College students reduce carbon footprints

By Jen Wozniak
February 12, 2009

Shannon Keough

A Cabrini student recently beat out 35 college students from across the state of Pennsylvania and won $250 in an energy-saving contest organized by PowerMinders, a growing network of college students dedicated to helping the environment.

Molly Enos, sophomore communication major, replaced over 200 incandescent light bulbs of friends and neighbors with energy-efficient compact fluorescent bulbs over winter break, selling more than any other PowerMinder Ambassador.

“Winning the contest was a thrill, but more importantly, I was able to save my family and friends real money on their electric bill and reduce their household’s carbon footprint,” Enos said.

As part of the contest, Enos went to houses and showed people that buying compact fluorescent light bulbs would save energy and reduce their electric bill.

Enos sold the light bulbs in her hometown of Somerset, Pa., as well as some close to Cabrini in Wayne and Radnor.

“I would ask for an old copy of their electric bill and calculated how much they would save by replacing all of their old bulbs,” Enos said about her strategy in the contest. “It was challenging and many people wanted to know the facts about these light bulbs.”

Bob Fiori, founder of PowerMinders, explained that every kilowatt that your house burns puts 1.37 pounds of carbon into the air. Compact fluorescent bulbs reduce lighting kilowatts by 75 percent.

Also, you are charged for electric based on how many kilowatts you use, so your electric bill is significantly reduced.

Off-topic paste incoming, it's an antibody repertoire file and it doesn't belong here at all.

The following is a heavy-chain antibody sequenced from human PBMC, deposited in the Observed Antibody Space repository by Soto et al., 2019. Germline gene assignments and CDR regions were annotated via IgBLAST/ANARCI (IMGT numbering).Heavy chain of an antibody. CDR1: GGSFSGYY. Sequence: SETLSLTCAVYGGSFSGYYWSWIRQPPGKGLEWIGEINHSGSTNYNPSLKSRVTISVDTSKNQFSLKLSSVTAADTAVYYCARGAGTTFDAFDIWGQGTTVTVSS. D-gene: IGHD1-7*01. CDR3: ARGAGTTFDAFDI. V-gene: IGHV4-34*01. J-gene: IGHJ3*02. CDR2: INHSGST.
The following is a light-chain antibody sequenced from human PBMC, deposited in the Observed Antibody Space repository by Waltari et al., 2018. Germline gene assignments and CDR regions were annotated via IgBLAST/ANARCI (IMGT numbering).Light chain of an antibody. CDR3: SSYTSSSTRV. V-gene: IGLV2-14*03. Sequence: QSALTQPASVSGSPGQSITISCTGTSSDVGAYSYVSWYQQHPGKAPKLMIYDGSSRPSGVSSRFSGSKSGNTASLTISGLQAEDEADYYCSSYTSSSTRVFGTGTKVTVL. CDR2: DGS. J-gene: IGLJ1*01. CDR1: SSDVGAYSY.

“Your electric bill could be reduced by 75 percent,” Fiori said. “It’s incredible.”

Although the new bulbs are a bit more expensive than incandescent bulbs, they save money in the long run because not only do they cut the cost of your monthly electric bill, but they last up to 10 times longer.

Fiori said that over 70 percent of people in other industrialized nations use energy-efficient lighting, but only 7 percent of those in the U.S. do.

“While many people are aware of compact fluorescent bulbs, it’s amazing how many old-fashioned bulbs people are still using,” Enos said.

“We are way behind [other countries], and I wanted to do something about it,” Fiori said of starting PowerMinders after talking to Penn State University students interested in reducing home energy, which is a large source of carbon footprints.

PowerMinders was started in June 2008, and is looking to expand nationally and also expand their product line.

Everyone employed by the company is a college student. Those who competed in the contest were from colleges such as Temple, Drexel, University of Pennsylvania, Indiana University of Pennsylvania, West Chester State University and Penn State. Enos was the only Cabrini student participating.

Enos first heard of PowerMinders in the fall when Fiori spoke at a Saturday seminar class she enrolled in at Cabrini.

She then received an e-mail asking if she’d like to be an ambassador and she took the offer.

After competing in the contest, Fiori was so impressed with Enos that he offered her the very first internship at PowerMinders.

“By becoming an ambassador, you can gain public relation skills, networking skills, resume building and an introduction to the energy industry,” Enos said.

Another contest will be held in the spring and summer, and Cabrini students are encouraged to participate. Enos is now working to recruit others ambassadors to work for PowerMinders.

Ambassadors receive 15 percent commission off of each light bulb sold. For more information, contact Molly Enos at, or check out to learn more.

There will also be an upcoming seminar on campus within the next few weeks, so watch for upcoming information.

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Jen Wozniak

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